Tag Archives: Japanese Appetizer

Vegan Japanese Cuisine: Ko Imo No Nimono

In Jpanese Ko Imo/小芋 means small taro tubers, and Nimono/煮物 can be loosely translated as stew.
Imo are great for vegans as they are fulfilling and so healthy!

Ko Imo No Nimono: Small Taro Tubers Stew

INGREDIENTS: For up to 3 people

-Ko Imo/small taro tubers: 15
-Vegan Dashi: 1 cup/200 cc/ml. Check RECIPE.
-Mirin/Sweet sake: 1 tablespoon
-Japanese sake: 3 tablespoons
-Salt: a little less than 1/2 teaspoon
-Sugar: 1 large tablespoon
-Light soy sauce: 1/2 tablespoon
-Fresh string beans: as many as you want
-Yuzu/Lime

RECIPE:

-Wash the the ko imo/taro tubers throroughly. Cut off both hands and peel “straight” so as to form six distinct sides. Was in clear running water and drain.

-Drop the imo in a large pot and cover completely with water. add a little rice (it will add taste). Cook until you can pass a wooden skewer through the imo.

-Bring the pot at a slant under the water tap and let the cold water flow into the pot and out with the hot water. This simple techenique will get the imo rid of unwanted stickiness. Throw all water out, but keep the imo inside the pot.

-Pour all the sauce ingredients onto the imo. Switch on fire and simmer the imo over a weak fire long enough for the imo to “suck in” the sauce.

-Cut the extremeities off the string beans and boil in salted water until tender enough. The Japanese like them only lightly boiled and crispy.

-Let imo and string beans cool completely. Transfer the string beans with the imo. Chill if necessary.

-Serve in a dish as shown on picture above and press some lime/yuzu over it!

RECOMMENDED RELATED SITES:
Warren Bobrow, Bread + Butter, Zoy Zhang, Hungry Neko, Think Twice, Frank Fariello, Mangantayon, Hapabento, Elinluv Tidbit Corner, Tokyo Terrace, Maison de Christina, Chrys Niles,Lexi, Culinary Musings, Wheeling Gourmet, Comestiblog, Chronicles Of A Curious Cook, Tokyo Through The Drinking Glass, Tokyo Foodcast, Palate To Pen, Yellin Yakimono Gallery, Tokyo Terrace, Hilah Cooking, More than a Mount Full, Arkonite Bento, Happy Little Bento; 5 Star Foodie; Jefferson’s Table; Oyster Culture; Gourmet Fury; Island Vittles; Good Beer & Country Boys; Rubber Slippers In Italy; Color Food daidokoro/Osaka;/a; The Witchy Kitchen; Citron Et Vanille, Lunsj Med Buffet/Estonian Gastronomy (English), Cook, Eat, Play, Repeat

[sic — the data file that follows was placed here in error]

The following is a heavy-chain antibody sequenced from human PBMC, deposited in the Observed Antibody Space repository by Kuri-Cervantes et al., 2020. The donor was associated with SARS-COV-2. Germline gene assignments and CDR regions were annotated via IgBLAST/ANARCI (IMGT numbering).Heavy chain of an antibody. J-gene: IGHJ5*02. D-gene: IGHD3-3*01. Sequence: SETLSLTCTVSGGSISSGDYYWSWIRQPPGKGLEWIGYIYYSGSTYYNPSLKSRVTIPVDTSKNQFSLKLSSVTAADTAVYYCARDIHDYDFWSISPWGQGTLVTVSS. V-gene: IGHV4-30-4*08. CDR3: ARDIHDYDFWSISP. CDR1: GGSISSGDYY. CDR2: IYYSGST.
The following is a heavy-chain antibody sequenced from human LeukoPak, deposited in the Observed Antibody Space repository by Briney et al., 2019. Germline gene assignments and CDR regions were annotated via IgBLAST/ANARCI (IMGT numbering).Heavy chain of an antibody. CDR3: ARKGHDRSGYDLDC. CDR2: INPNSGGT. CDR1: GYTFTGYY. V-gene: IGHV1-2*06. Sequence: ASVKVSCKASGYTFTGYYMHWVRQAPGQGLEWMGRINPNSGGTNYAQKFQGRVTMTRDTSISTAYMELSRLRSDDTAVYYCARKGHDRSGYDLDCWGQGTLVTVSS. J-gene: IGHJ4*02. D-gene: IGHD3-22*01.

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Red Miso Dip Sauce

This posting has also been prompted by my new friend, Maggie Lam, who wanted to get some information for a red miso dipping sauce.
It is only a suggestion open to infinite variations!

INGREDIENTS: For 2~3 people

-Japanese sake (if inavailable, replace with dry white wine): 1 tablespoon
-Red miso: 2 tablespoons
-Sugar: 1 tablespoons
-Ground sesame seeds: 1 tablespoon
-Oyster sauce (vegan and vegetarians can replace it with soy sauce): 1 teaspoon
-Sesame oil: 1 teaspoon

RECIPE:

-In a small pan, heat the Japanese sake to have the alcohol evaporate. Do not boil. Add all other ingredients and mix well.

-Let cool completely before using it.

NOTES:

This sauce is especially welcome in summer.
Combine white miso withe red miso for a different colour and taste!
If consumed by adults only, use chili pepper sesame oil!

RECOMMENDED RELATED SITES:
Warren Bobrow, Bread + Butter, Zoy Zhang, Hungry Neko, Think Twice, Frank Fariello, Mangantayon, Hapabento, Elinluv Tidbit Corner, Tokyo Terrace, Maison de Christina, Chrys Niles,Lexi, Culinary Musings, Wheeling Gourmet, Comestiblog, Chronicles Of A Curious Cook, Tokyo Through The Drinking Glass, Tokyo Foodcast, Palate To Pen, Yellin Yakimono Gallery, Tokyo Terrace, Hilah Cooking, More than a Mount Full, Arkonite Bento, Happy Little Bento; 5 Star Foodie; Jefferson’s Table; Oyster Culture; Gourmet Fury; Island Vittles; Good Beer & Country Boys; Rubber Slippers In Italy; Color Food daidokoro/Osaka;/a; The Witchy Kitchen; Citron Et Vanille, Lunsj Med Buffet/Estonian Gastronomy (English), Cook, Eat, Play, Repeat

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Red Miso Dressing

This posting has been prompted by my new friend, Maggie Lam, who wanted to get some information for a red miso dipping sauce.
Although this particular recipe is more a dressing than anything else, it could be used as a dipping sauce if you mixed in fresh cream. Th cream will solidify when combined with oil.
Unfortunately it will not qualify as a vegan recipe.
I wonder if soy milk cream exists!

INGREDIENTS:: for 60 ml/cc of dressing

-Red miso: 1.5 tablespoons
-Soy sauce: 1/2 tablespoon
-Rice vinegar: 1.5 tablespoons
-Sugar: 1 tablespoon
-Salad oil of your choice: 3 tablespoons
-Ground sesame seeds: 1.5 tablespoons
-Freshly grated ginger: a little
-Freshly grated garlic: a little

RECIPE:

-First mix miso, soy sauce, sugar, ground sesame, grated ginger and garlic until you obtain a smooth mixture. Add oil and rice vinegar and stir well.

-Serve it onfresh vegetables and tofu salad!

-Great for taste and look on freshly boiled or steamed vegetables!

RECOMMENDED RELATED SITES:
Warren Bobrow, Bread + Butter, Zoy Zhang, Hungry Neko, Think Twice, Frank Fariello, Mangantayon, Hapabento, Elinluv Tidbit Corner, Tokyo Terrace, Maison de Christina, Chrys Niles,Lexi, Culinary Musings, Wheeling Gourmet, Comestiblog, Chronicles Of A Curious Cook, Tokyo Through The Drinking Glass, Tokyo Foodcast, Palate To Pen, Yellin Yakimono Gallery, Tokyo Terrace, Hilah Cooking, More than a Mount Full, Arkonite Bento, Happy Little Bento; 5 Star Foodie; Jefferson’s Table; Oyster Culture; Gourmet Fury; Island Vittles; Good Beer & Country Boys; Rubber Slippers In Italy; Color Food daidokoro/Osaka;/a; The Witchy Kitchen; Citron Et Vanille, Lunsj Med Buffet/Estonian Gastronomy (English), Cook, Eat, Play, Repeat